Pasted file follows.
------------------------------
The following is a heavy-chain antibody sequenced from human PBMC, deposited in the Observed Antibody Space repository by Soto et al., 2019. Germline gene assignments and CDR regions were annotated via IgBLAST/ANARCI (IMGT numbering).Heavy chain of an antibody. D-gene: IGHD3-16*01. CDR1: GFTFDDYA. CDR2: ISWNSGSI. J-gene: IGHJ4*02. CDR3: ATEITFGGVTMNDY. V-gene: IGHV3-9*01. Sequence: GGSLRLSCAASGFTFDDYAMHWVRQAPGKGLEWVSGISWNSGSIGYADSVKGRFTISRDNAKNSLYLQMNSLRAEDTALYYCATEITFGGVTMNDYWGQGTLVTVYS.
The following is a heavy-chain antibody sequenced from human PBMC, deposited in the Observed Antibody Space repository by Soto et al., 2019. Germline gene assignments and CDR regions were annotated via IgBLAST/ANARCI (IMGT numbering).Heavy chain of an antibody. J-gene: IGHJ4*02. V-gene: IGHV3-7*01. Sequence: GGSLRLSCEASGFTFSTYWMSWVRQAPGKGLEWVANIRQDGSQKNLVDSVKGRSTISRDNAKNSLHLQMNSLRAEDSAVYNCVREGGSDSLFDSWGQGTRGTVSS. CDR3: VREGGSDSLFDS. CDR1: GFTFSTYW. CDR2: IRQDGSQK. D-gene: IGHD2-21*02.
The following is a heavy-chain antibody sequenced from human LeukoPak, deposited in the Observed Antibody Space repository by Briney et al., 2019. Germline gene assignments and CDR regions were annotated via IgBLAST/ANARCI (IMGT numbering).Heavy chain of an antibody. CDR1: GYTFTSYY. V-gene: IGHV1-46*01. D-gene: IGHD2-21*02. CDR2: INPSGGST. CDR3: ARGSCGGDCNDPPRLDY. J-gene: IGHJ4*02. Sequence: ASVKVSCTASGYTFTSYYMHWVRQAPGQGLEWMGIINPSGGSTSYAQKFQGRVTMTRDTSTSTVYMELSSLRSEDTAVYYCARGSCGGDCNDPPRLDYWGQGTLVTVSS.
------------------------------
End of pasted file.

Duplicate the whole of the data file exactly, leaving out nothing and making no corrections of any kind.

The following is a heavy-chain antibody sequenced from human PBMC, deposited in the Observed Antibody Space repository by Soto et al., 2019. Germline gene assignments and CDR regions were annotated via IgBLAST/ANARCI (IMGT numbering).Heavy chain of an antibody. D-gene: IGHD3-16*01. CDR1: GFTFDDYA. CDR2: ISWNSGSI. J-gene: IGHJ4*02. CDR3: ATEITFGGVTMNDY. V-gene: IGHV3-9*01. Sequence: GGSLRLSCAASGFTFDDYAMHWVRQAPGKGLEWVSGISWNSGSIGYADSVKGRFTISRDNAKNSLYLQMNSLRAEDTALYYCATEITFGGVTMNDYWGQGTLVTVYS.
The following is a heavy-chain antibody sequenced from human PBMC, deposited in the Observed Antibody Space repository by Soto et al., 2019. Germline gene assignments and CDR regions were annotated via IgBLAST/ANARCI (IMGT numbering).Heavy chain of an antibody. J-gene: IGHJ4*02. V-gene: IGHV3-7*01. Sequence: GGSLRLSCEASGFTFSTYWMSWVRQAPGKGLEWVANIRQDGSQKNLVDSVKGRSTISRDNAKNSLHLQMNSLRAEDSAVYNCVREGGSDSLFDSWGQGTRGTVSS. CDR3: VREGGSDSLFDS. CDR1: GFTFSTYW. CDR2: IRQDGSQK. D-gene: IGHD2-21*02.
The following is a heavy-chain antibody sequenced from human LeukoPak, deposited in the Observed Antibody Space repository by Briney et al., 2019. Germline gene assignments and CDR regions were annotated via IgBLAST/ANARCI (IMGT numbering).Heavy chain of an antibody. CDR1: GYTFTSYY. V-gene: IGHV1-46*01. D-gene: IGHD2-21*02. CDR2: INPSGGST. CDR3: ARGSCGGDCNDPPRLDY. J-gene: IGHJ4*02. Sequence: ASVKVSCTASGYTFTSYYMHWVRQAPGQGLEWMGIINPSGGSTSYAQKFQGRVTMTRDTSTSTVYMELSSLRSEDTAVYYCARGSCGGDCNDPPRLDYWGQGTLVTVSS.